This was the place where elite cooks of the world would go and hustle like in no other kitchen, this was the place that showed them the path to greatness. As an impressionable young chef I was dying to go there, but it was not meant to be, maybe life has something different in store for my own quest for greatness, or maybe I should have even tried to go and saved money for the trip, but what can I do now?

To get a glimpse into the "madness" of Adria's genius was an outburst of inspiration, I (and I say this with the most humbleness possible) realized I am not "mad" myself, yes I might be obsessed with food and what it does to us, but I am not alone in the world, there's a titan of the industry who has pretty much dedicated his life to the possibilities and potential of food.
Some say it's the end of an era, I don't think so and it's a cliche but heck, who cares, I think it's the beginning of an even more exciting one. El Bulli is set to reopen as a foundation dedicated to culinary research, development and creativity. Blueprints for the new center were actually shown in the No Reservations episode, and it looks amazing.
Maybe my research will pay off and land me a spot there... perhaps I should try this time.
In short, the culinary world may mourn the closing of the greatest restaurant of our time , but will rejoice in the findings and contributions of what's ahead.

Sunday, June 19, 2011

On moving forward

It's been over a week since my last day at work. It's surreal, and I'm surprisingly really liking this "unemployment'. I look back and I still cannot wrap my head around the organized chaos I was observant and participant. Grand Prix weekend brought around 500 people on Friday, 900 on Saturday alone, Sunday was slow since the rain was coming down so hard the race was stopped, and then Monday was like a Thursday night, and the following Tuesday was the busiest Tuesday I've ever seen... in short: that was a fucking lot of people!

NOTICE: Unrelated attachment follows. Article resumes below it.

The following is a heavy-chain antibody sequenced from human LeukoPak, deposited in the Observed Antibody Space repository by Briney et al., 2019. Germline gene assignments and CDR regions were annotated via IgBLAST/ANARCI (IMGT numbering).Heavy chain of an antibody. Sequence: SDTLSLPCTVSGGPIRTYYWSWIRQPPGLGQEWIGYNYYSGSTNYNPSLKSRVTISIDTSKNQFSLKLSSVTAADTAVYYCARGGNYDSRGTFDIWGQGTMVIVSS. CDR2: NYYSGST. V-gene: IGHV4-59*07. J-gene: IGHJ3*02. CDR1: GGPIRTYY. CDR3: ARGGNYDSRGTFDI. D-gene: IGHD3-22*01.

I had the opportunity to have a blast with most of the guys, and to dance like I haven't dance since I was 15 for the official going away party. I had a blast, the perfect start to the summer vacation I so desperately need.
Service for the last time was a blend of withdrawal and joy, I tried to treat that Friday night just like any other Friday night, but I was unsuccessful. I was still riding the wave of excitement of having made staff meal earlier that day (the first time a pastry person made staff ever). The meal was simple: sausage, rice (flavored with ancho and pasilla peppers) pico de gallo, and tortillas. I was so concerned about making an awesome staff...I wanted to show these people how much I care, how much they really mean to me, but as usual and like in any other restaurant kitchen, the waiters (or piranhas as anybody else would call them) annihilated whatever was on their path, causing some other poor, less agile bastard to ensure a much smaller portion.
Overall the meal was well received, so I'm happy I did it.
I slept almost 2 days straight afterwards, the combined stress of finals plus work was dragging for weeks. I was done.